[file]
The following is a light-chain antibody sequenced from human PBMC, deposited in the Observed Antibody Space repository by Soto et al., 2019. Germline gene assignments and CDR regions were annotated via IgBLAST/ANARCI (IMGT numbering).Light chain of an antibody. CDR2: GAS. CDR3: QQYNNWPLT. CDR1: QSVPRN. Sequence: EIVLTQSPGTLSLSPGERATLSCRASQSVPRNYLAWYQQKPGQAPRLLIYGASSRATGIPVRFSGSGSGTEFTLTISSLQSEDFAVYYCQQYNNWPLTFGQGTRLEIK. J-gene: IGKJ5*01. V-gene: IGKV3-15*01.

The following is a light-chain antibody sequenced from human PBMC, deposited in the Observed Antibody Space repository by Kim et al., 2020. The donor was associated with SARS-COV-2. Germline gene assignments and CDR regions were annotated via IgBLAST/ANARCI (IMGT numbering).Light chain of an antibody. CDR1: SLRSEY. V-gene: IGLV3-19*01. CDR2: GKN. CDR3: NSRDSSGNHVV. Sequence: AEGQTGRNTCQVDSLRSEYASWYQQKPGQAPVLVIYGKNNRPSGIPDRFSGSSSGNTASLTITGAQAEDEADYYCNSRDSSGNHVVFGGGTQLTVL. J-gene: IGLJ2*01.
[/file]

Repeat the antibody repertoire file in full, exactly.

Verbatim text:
The following is a light-chain antibody sequenced from human PBMC, deposited in the Observed Antibody Space repository by Soto et al., 2019. Germline gene assignments and CDR regions were annotated via IgBLAST/ANARCI (IMGT numbering).Light chain of an antibody. CDR2: GAS. CDR3: QQYNNWPLT. CDR1: QSVPRN. Sequence: EIVLTQSPGTLSLSPGERATLSCRASQSVPRNYLAWYQQKPGQAPRLLIYGASSRATGIPVRFSGSGSGTEFTLTISSLQSEDFAVYYCQQYNNWPLTFGQGTRLEIK. J-gene: IGKJ5*01. V-gene: IGKV3-15*01.

The following is a light-chain antibody sequenced from human PBMC, deposited in the Observed Antibody Space repository by Kim et al., 2020. The donor was associated with SARS-COV-2. Germline gene assignments and CDR regions were annotated via IgBLAST/ANARCI (IMGT numbering).Light chain of an antibody. CDR1: SLRSEY. V-gene: IGLV3-19*01. CDR2: GKN. CDR3: NSRDSSGNHVV. Sequence: AEGQTGRNTCQVDSLRSEYASWYQQKPGQAPVLVIYGKNNRPSGIPDRFSGSSSGNTASLTITGAQAEDEADYYCNSRDSSGNHVVFGGGTQLTVL. J-gene: IGLJ2*01.